With the rise of fintech and digitals lending, the words ‘credit assessment’ are now used and heard almost daily, though not everyone fully understands their implication. What does it mean, you ask? Credit assessment is the process of determining how creditworthy (responsible/able to repay a loan) a person or business is. Though the meaning is often simplified so those who do not have a background in finance, risk, or analytics can grasp the concept easily, as done above, credit assessment is a thorough and intricate practice, often guided by numerous rules and policies.
Perhaps it is because of this intricacy that, these days, machine learning and artificial intelligence are often touted as replacements for human intelligence and decision-making. Indeed, it is easy to find numerous research papers and thought pieces claiming that credit assessment can potentially be completely automated both in India and in western markets.
Automated or not, there is no denying that a great deal of credit assessment consists of making decisions under uncertainty, a skill that few can acquire and that requires a lot of practice and trial and error to master, even for AI. Despite the advanced automations that the data science team at Protium is capable of, we still highly value the judgment of our credit underwriters, who we think are the best in the industry.
While the SME credit market has evolved and become more formalized over the last few years, there are still a lot of nuances to assessing the creditworthiness of small businesses in India. The sheer diversity in the types of businesses that are present in India and the significant cash component of their business transactions makes it very hard to assess them through just models or code. We strongly believe that good underwriters are central to the success of any company that wants to be a market leader in the SME lending sector.
For better or for worse, good underwriters are scarce, and they do their best when given adequate time to make decisions. As a result, one of the key objectives we have as data scientists is to leverage our underwriters’ intelligence by embedding it into algorithms and scaling these algorithms with the help of engineering. Explicitly taking these decisions algorithmically also allows us to evaluate the quality of these decisions and continuously improve these algorithms as more and more data flows in.
Among all our customers who seek loans, there might be a subjective bias to decide who is a good or bad borrower in terms of creditworthiness, which is why these decisions are best left to an experienced, and therefore objective, underwriter. In contrast, recognizing an unsuitable credit profile is usually pretty straightforward since such profiles carry tell-tale attributes. For example, if a customer has missed multiple loan payments in the past and has almost no money in his bank account, it is because they do not have the disposable income or experience to sustainably manage a line of credit and make timely repayments. As such, the decision to write off such a profile is practically pre-determined for an underwriter. Detection of such credit profiles is the kind of decision that can easily be algorithmized and automated using a simple rule engine. Such an automation would lead to these customers being algorithmically removed as soon as their applications are received. This, in turn, would increase productivity since our underwriters would now only have to decide between the good and the bad, saving time that would have otherwise been spent weeding out the ugly.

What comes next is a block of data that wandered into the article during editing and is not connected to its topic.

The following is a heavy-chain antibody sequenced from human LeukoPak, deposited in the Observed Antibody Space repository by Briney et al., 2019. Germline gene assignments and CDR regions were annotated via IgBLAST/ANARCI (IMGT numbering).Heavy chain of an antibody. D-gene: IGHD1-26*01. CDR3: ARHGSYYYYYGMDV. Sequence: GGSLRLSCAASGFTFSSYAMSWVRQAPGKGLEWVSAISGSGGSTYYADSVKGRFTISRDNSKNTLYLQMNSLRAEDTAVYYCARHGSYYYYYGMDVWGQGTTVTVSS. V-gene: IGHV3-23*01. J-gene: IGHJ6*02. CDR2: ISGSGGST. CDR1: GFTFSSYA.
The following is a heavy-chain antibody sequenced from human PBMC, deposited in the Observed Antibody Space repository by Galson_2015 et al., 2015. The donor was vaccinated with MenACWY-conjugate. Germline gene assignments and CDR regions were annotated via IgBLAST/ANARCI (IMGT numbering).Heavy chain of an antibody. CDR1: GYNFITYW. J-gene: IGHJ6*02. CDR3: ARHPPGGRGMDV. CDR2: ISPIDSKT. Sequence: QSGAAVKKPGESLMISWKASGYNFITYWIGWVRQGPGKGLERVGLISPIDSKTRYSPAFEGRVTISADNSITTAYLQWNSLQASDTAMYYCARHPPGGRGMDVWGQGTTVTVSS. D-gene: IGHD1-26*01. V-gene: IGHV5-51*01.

To make sure that underwriters don’t have to rely on memory to check all these parameters, as there can be quite a few, we create automated checklists that automatically flag parameters that are not in line with our policies. These checklists are continuously adapted based on simulation of past data and our credit policies. Although simple, these checklists are powerful tools for decision-making and reduce the chances of overlooking key parameters. A good checklist should be short enough that our underwriters don’t have to spend too much time
reviewing it per case, but not so short that it leads to oversights. Checklists like this ease the cognitive load on our underwriters so they can focus only on aspects of underwriting that are more subjective and need their domain expertise.
The debate of man vs machine is as old as the industrial revolution and just keeps morphing into new avatars as new technologies are developed and gain popularity. In its current avatar, the debate centres around the premise of AI taking over humans in complex tasks that were hitherto thought to be the under the sole purview of the human brain.
The data science team at Protium doesn’t like to be part of such debates simply because we have too much to do. We believe that the key to becoming the most successful SME lender in India is to augment the intelligence of our best underwriters and enable them to make better decisions at scale so that’s exactly what we do. Does that mean we use no automation or artificial intelligence? As we’ve stated above, not really, since we believe that technology can be and is a facilitator for complex decision making; we just don’t believe that it is yet a replacement for human reasoning.
By Dhruv Nigam